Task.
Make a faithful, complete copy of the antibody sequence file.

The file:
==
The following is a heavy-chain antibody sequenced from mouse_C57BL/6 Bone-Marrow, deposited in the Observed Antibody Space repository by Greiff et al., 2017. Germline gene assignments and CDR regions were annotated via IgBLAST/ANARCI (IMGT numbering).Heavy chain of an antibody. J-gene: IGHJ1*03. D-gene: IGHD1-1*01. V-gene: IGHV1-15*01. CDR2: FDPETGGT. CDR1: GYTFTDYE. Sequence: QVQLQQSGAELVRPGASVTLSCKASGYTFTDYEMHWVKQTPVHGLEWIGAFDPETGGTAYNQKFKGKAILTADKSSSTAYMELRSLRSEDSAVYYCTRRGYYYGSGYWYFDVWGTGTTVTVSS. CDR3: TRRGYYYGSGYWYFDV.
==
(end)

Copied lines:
The following is a heavy-chain antibody sequenced from mouse_C57BL/6 Bone-Marrow, deposited in the Observed Antibody Space repository by Greiff et al., 2017. Germline gene assignments and CDR regions were annotated via IgBLAST/ANARCI (IMGT numbering).Heavy chain of an antibody. J-gene: IGHJ1*03. D-gene: IGHD1-1*01. V-gene: IGHV1-15*01. CDR2: FDPETGGT. CDR1: GYTFTDYE. Sequence: QVQLQQSGAELVRPGASVTLSCKASGYTFTDYEMHWVKQTPVHGLEWIGAFDPETGGTAYNQKFKGKAILTADKSSSTAYMELRSLRSEDSAVYYCTRRGYYYGSGYWYFDVWGTGTTVTVSS. CDR3: TRRGYYYGSGYWYFDV.